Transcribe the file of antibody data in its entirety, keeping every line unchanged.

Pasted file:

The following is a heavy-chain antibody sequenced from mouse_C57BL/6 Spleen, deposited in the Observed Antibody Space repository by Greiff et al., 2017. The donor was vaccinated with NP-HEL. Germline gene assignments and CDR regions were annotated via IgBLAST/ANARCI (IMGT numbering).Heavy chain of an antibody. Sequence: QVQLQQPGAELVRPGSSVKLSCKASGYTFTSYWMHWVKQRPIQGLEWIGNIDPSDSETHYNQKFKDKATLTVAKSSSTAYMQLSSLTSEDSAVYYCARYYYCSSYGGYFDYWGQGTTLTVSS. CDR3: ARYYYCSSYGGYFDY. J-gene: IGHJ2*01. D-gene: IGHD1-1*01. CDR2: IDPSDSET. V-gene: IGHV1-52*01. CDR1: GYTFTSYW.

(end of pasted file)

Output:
The following is a heavy-chain antibody sequenced from mouse_C57BL/6 Spleen, deposited in the Observed Antibody Space repository by Greiff et al., 2017. The donor was vaccinated with NP-HEL. Germline gene assignments and CDR regions were annotated via IgBLAST/ANARCI (IMGT numbering).Heavy chain of an antibody. Sequence: QVQLQQPGAELVRPGSSVKLSCKASGYTFTSYWMHWVKQRPIQGLEWIGNIDPSDSETHYNQKFKDKATLTVAKSSSTAYMQLSSLTSEDSAVYYCARYYYCSSYGGYFDYWGQGTTLTVSS. CDR3: ARYYYCSSYGGYFDY. J-gene: IGHJ2*01. D-gene: IGHD1-1*01. CDR2: IDPSDSET. V-gene: IGHV1-52*01. CDR1: GYTFTSYW.